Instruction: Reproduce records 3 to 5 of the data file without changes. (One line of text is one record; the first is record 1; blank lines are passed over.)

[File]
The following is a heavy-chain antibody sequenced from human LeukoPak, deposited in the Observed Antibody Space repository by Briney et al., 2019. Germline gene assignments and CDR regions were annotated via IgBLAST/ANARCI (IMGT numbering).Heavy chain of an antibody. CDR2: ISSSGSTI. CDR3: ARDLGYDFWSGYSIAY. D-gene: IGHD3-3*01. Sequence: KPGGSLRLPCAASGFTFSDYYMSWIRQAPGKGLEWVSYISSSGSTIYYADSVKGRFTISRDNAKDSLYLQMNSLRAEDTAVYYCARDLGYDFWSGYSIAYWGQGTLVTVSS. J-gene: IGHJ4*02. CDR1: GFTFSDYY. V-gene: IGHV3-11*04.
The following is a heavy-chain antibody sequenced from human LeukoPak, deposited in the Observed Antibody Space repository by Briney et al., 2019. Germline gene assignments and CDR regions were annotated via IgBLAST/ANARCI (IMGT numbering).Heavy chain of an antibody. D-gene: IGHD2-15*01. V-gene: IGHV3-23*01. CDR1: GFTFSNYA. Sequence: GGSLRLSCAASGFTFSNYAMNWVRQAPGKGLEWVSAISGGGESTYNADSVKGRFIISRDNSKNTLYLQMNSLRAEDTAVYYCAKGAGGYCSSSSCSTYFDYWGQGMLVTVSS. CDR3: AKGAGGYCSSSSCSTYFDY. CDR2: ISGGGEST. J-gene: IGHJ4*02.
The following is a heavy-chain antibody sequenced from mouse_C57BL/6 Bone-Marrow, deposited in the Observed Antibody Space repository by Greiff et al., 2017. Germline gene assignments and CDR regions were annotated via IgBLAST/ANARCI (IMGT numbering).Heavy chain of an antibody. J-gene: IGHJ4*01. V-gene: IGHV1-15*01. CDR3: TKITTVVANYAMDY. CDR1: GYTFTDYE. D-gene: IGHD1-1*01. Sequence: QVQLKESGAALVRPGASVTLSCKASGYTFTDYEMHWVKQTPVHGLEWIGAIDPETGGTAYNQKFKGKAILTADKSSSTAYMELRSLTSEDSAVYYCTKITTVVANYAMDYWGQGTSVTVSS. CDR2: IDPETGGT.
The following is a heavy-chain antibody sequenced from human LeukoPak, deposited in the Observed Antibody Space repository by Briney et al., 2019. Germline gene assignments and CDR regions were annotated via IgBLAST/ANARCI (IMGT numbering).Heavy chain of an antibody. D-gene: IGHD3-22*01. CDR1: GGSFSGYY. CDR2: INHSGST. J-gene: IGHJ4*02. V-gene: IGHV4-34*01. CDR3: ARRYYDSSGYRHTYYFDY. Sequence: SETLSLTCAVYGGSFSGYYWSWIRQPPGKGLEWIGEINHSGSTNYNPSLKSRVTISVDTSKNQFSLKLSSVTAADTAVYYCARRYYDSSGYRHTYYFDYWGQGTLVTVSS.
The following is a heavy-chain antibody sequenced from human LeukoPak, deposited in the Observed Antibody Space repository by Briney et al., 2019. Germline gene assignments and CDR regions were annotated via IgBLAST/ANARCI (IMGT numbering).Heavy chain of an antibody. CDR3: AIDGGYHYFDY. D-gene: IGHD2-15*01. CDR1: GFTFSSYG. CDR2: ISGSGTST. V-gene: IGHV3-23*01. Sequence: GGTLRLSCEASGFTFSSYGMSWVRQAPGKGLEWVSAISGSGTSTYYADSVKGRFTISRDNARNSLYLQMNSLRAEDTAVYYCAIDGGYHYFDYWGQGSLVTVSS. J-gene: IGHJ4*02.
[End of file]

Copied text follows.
The following is a heavy-chain antibody sequenced from mouse_C57BL/6 Bone-Marrow, deposited in the Observed Antibody Space repository by Greiff et al., 2017. Germline gene assignments and CDR regions were annotated via IgBLAST/ANARCI (IMGT numbering).Heavy chain of an antibody. J-gene: IGHJ4*01. V-gene: IGHV1-15*01. CDR3: TKITTVVANYAMDY. CDR1: GYTFTDYE. D-gene: IGHD1-1*01. Sequence: QVQLKESGAALVRPGASVTLSCKASGYTFTDYEMHWVKQTPVHGLEWIGAIDPETGGTAYNQKFKGKAILTADKSSSTAYMELRSLTSEDSAVYYCTKITTVVANYAMDYWGQGTSVTVSS. CDR2: IDPETGGT.
The following is a heavy-chain antibody sequenced from human LeukoPak, deposited in the Observed Antibody Space repository by Briney et al., 2019. Germline gene assignments and CDR regions were annotated via IgBLAST/ANARCI (IMGT numbering).Heavy chain of an antibody. D-gene: IGHD3-22*01. CDR1: GGSFSGYY. CDR2: INHSGST. J-gene: IGHJ4*02. V-gene: IGHV4-34*01. CDR3: ARRYYDSSGYRHTYYFDY. Sequence: SETLSLTCAVYGGSFSGYYWSWIRQPPGKGLEWIGEINHSGSTNYNPSLKSRVTISVDTSKNQFSLKLSSVTAADTAVYYCARRYYDSSGYRHTYYFDYWGQGTLVTVSS.
The following is a heavy-chain antibody sequenced from human LeukoPak, deposited in the Observed Antibody Space repository by Briney et al., 2019. Germline gene assignments and CDR regions were annotated via IgBLAST/ANARCI (IMGT numbering).Heavy chain of an antibody. CDR3: AIDGGYHYFDY. D-gene: IGHD2-15*01. CDR1: GFTFSSYG. CDR2: ISGSGTST. V-gene: IGHV3-23*01. Sequence: GGTLRLSCEASGFTFSSYGMSWVRQAPGKGLEWVSAISGSGTSTYYADSVKGRFTISRDNARNSLYLQMNSLRAEDTAVYYCAIDGGYHYFDYWGQGSLVTVSS. J-gene: IGHJ4*02.